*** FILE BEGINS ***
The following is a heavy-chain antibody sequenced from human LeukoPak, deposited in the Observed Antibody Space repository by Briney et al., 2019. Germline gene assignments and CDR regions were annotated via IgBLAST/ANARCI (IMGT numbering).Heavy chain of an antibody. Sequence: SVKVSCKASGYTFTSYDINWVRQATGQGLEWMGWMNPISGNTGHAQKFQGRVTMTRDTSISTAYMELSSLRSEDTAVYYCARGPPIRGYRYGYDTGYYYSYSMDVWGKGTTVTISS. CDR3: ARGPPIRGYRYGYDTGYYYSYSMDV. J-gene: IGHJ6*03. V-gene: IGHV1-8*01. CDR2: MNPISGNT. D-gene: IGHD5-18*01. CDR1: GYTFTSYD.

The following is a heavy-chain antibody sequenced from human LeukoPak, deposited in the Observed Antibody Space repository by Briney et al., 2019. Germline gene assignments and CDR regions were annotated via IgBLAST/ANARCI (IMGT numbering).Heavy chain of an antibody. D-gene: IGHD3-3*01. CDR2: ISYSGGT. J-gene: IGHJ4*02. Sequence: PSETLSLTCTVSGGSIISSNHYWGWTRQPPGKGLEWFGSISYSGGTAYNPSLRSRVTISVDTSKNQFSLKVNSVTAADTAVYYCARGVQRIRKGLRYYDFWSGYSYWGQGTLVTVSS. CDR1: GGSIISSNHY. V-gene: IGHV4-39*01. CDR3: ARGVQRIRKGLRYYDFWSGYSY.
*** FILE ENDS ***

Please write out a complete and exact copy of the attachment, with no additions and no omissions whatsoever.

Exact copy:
The following is a heavy-chain antibody sequenced from human LeukoPak, deposited in the Observed Antibody Space repository by Briney et al., 2019. Germline gene assignments and CDR regions were annotated via IgBLAST/ANARCI (IMGT numbering).Heavy chain of an antibody. Sequence: SVKVSCKASGYTFTSYDINWVRQATGQGLEWMGWMNPISGNTGHAQKFQGRVTMTRDTSISTAYMELSSLRSEDTAVYYCARGPPIRGYRYGYDTGYYYSYSMDVWGKGTTVTISS. CDR3: ARGPPIRGYRYGYDTGYYYSYSMDV. J-gene: IGHJ6*03. V-gene: IGHV1-8*01. CDR2: MNPISGNT. D-gene: IGHD5-18*01. CDR1: GYTFTSYD.

The following is a heavy-chain antibody sequenced from human LeukoPak, deposited in the Observed Antibody Space repository by Briney et al., 2019. Germline gene assignments and CDR regions were annotated via IgBLAST/ANARCI (IMGT numbering).Heavy chain of an antibody. D-gene: IGHD3-3*01. CDR2: ISYSGGT. J-gene: IGHJ4*02. Sequence: PSETLSLTCTVSGGSIISSNHYWGWTRQPPGKGLEWFGSISYSGGTAYNPSLRSRVTISVDTSKNQFSLKVNSVTAADTAVYYCARGVQRIRKGLRYYDFWSGYSYWGQGTLVTVSS. CDR1: GGSIISSNHY. V-gene: IGHV4-39*01. CDR3: ARGVQRIRKGLRYYDFWSGYSY.